During the 1990s, scientists discovered two gene mutations in the BRCA family of genes which significantly increase a woman's chances of developing breast and ovarian cancer. Consequently, as noted in a recent Los Angeles Times article by Anna Gorman, "Many oncologists recommend that women with the mutations consider having their ovaries, fallopian tubes and breasts removed prophylactically [as a precautionary measure] to reduce risk."
Yet controversy exists regarding this recommendation. Precautionary surgery of this kind has been termed "mutilating" and "extreme" and some question whether it is, in fact, justifiable, given that the organs appear to be healthy (no cancer is yet detectable), and there is a limited probability that the disease may one day appear. Some medical professionals instead encourage frequent monitoring and screening of patients with the BRCA mutation, so that if cancer appears, and as soon as it appears, aggressive surgery could then be pursued.
On one side, then, are those who stress that the integrity and order of the human body should be respected and not unduly violated (the "Principle of Integrity"), while on the other are those who stress that an individual organ or a part of the human body may be sacrificed if that sacrifice means continued survival for the whole person (the "Principle of Totality"). The solution to the dilemma of preventative surgery will lie somewhere in the middle, with emphasis being placed upon the weightier Principle of Totality. The decision to undergo preventative surgery will thus be ethically justifiable and reasonable in certain cases.
Nevertheless, even the scientist who discovered the BRCA mutation, Mary-Claire King, Ph.D., has acknowledged the incredible challenge raised by her discovery: "It is a very difficult thing to recommend prophylactic oophorectomy [removal of the ovaries] when it is healthy women you are talking about. It is a radical thing to consider in a feminist age." When it comes to a bilateral mastectomy [removal of both breasts], the difficulty is only compounded. As another researcher observed, "In western society at least, there is no organ as connected to femininity, sensuality, sexuality, adulthood and motherhood as the breast."
Anna Gorman, the LA Times staff writer who tested positive for the BRCA mutation and ended up opting to have her ovaries removed, described how she could not quite bring herself to have her breasts removed as well, even though her father, grandmother, and aunt had all died at an early age from cancer: "I was still getting used to the idea of losing my ovaries. I had always viewed a preventive mastectomy as a drastic measure. It seemed I risked losing nearly everything -- at least physically -- that defined me as a woman."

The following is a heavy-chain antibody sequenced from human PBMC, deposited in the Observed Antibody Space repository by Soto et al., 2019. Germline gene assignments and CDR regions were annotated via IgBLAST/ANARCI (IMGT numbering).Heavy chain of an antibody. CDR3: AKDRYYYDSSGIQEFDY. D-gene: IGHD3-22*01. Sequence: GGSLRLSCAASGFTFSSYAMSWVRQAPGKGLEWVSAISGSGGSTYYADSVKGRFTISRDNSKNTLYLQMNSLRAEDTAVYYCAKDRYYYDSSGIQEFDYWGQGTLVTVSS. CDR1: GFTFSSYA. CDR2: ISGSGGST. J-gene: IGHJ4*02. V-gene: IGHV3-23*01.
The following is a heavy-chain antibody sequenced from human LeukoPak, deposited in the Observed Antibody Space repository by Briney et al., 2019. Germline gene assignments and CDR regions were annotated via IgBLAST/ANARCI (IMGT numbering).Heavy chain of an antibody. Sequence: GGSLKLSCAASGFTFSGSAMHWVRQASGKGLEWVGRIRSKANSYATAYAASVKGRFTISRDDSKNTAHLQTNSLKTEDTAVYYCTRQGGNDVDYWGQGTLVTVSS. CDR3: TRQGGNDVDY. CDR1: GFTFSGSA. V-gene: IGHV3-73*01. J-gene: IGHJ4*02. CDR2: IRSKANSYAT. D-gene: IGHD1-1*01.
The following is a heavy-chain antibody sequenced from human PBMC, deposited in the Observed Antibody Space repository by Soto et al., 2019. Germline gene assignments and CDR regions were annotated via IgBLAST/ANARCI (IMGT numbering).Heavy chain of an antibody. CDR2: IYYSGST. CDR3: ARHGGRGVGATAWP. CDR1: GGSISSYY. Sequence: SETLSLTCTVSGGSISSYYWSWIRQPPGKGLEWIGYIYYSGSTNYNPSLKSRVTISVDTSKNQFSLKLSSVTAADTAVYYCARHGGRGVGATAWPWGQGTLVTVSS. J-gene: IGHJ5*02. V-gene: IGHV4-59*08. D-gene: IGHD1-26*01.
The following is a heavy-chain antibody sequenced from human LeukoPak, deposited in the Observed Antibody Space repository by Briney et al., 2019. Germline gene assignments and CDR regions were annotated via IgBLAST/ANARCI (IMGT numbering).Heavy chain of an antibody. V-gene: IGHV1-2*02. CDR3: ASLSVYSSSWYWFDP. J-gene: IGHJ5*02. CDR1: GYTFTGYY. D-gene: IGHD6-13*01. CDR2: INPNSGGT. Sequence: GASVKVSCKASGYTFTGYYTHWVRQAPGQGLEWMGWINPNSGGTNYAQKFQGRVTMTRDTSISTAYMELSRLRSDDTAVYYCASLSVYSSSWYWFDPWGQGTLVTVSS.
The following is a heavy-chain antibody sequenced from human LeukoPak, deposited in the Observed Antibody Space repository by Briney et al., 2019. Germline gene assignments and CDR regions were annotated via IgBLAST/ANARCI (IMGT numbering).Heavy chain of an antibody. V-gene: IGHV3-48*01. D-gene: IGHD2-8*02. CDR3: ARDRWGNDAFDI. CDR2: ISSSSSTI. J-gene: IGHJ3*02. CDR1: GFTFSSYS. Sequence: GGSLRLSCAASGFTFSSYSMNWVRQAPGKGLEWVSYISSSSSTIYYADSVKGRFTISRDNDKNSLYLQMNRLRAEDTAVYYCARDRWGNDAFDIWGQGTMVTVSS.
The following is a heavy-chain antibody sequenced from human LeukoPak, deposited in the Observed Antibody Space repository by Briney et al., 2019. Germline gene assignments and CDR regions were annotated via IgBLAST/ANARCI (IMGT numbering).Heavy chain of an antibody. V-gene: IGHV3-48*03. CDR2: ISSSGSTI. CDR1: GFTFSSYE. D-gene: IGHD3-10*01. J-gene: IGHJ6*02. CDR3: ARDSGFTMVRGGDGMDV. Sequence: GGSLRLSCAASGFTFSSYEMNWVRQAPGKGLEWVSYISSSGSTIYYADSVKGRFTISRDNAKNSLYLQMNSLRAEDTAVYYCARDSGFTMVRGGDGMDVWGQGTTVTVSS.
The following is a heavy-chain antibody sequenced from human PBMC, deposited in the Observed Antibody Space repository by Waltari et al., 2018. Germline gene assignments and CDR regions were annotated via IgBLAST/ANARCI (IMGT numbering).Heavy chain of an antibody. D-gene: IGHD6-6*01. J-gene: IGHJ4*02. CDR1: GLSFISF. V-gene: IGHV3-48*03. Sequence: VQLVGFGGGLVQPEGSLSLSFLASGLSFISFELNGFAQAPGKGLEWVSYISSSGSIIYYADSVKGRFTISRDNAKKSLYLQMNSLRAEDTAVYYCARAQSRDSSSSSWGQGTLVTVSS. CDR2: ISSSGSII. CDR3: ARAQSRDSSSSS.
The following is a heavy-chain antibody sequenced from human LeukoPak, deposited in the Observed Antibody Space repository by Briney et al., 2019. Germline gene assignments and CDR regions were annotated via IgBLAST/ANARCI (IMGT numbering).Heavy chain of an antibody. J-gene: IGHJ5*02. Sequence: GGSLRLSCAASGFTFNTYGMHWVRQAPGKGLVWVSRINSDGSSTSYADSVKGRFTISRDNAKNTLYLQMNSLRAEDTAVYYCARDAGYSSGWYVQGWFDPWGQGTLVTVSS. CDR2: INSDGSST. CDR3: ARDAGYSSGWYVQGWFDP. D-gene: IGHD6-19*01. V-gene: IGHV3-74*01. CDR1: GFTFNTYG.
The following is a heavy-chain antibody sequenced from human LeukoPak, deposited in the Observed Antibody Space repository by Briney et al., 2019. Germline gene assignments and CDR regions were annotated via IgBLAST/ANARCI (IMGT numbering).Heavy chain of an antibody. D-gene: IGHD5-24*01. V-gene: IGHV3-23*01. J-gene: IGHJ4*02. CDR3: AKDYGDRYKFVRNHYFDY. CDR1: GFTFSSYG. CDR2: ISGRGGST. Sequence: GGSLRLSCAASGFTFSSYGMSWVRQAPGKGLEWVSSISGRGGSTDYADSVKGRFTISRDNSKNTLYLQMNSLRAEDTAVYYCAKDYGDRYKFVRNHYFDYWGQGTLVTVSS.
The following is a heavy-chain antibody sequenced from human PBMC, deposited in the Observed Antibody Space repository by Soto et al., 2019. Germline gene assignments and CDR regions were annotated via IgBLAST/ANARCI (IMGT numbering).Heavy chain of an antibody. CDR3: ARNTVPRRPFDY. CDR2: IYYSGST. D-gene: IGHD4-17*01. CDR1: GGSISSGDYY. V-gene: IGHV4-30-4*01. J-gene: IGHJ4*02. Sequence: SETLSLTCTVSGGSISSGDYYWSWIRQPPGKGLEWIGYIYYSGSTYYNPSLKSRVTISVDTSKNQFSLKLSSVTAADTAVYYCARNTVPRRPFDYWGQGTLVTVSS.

The real costs of this kind of surgery remind us of the importance of making a right and ethical decision for our circumstances. Although there is a heightened probability of disease, there is never any guarantee that a particular woman with the BRCA mutation will develop cancer. Some women will go on to develop cancer; others will not. So, while the surgical removal of ovaries and/or breasts will prevent the disease from developing in some women, in others it will make no difference, since they were never going to get the disease in the first place. In that situation, healthy organs (which secrete important hormones for the overall health of the person) would have been removed unnecessarily. As one researcher noted, "Many women who undergo prophylactic mastectomy will undoubtedly benefit from it, but nobody will ever know which ones..."
Given this strict inability to know who will develop cancer and who will not, other risk factors besides the BRCA mutation should be carefully considered before choosing to undergo preventative surgery. A strong family history of breast cancer at an early age, the absence of a full term pregnancy, an abortion or miscarriage of the first pregnancy, or a male relative who develops breast cancer are among the factors known to increase a woman's risk of developing breast cancer. In the end, after careful weighing and reflection, a woman should personally be convinced that she will develop cancer in the future in order to justify undergoing this radical kind of surgery.
Even in the face of several known risk factors, however, a woman may still wish to delay such preventative surgery until she has had the opportunity to have children, or she may freely choose against it altogether.
To sum up then, even though a woman with multiple risk factors can never categorically prove that she will develop cancer in the future, she may nevertheless arrive at prudential certitude that she will develop the disease after carefully assessing the various risk factors. Insofar as she achieves that prudential certitude within herself, she not only may, but ought to consider seriously the possibility of undergoing risk-reduction surgery.
Father Tadeusz Pacholczyk, Ph.D. earned his doctorate in neuroscience from Yale and did post-doctoral work at Harvard. He is a priest of the diocese of Fall River, MA, and serves as the Director of Education at The National Catholic Bioethics Center in Philadelphia. See www.ncbcenter.org.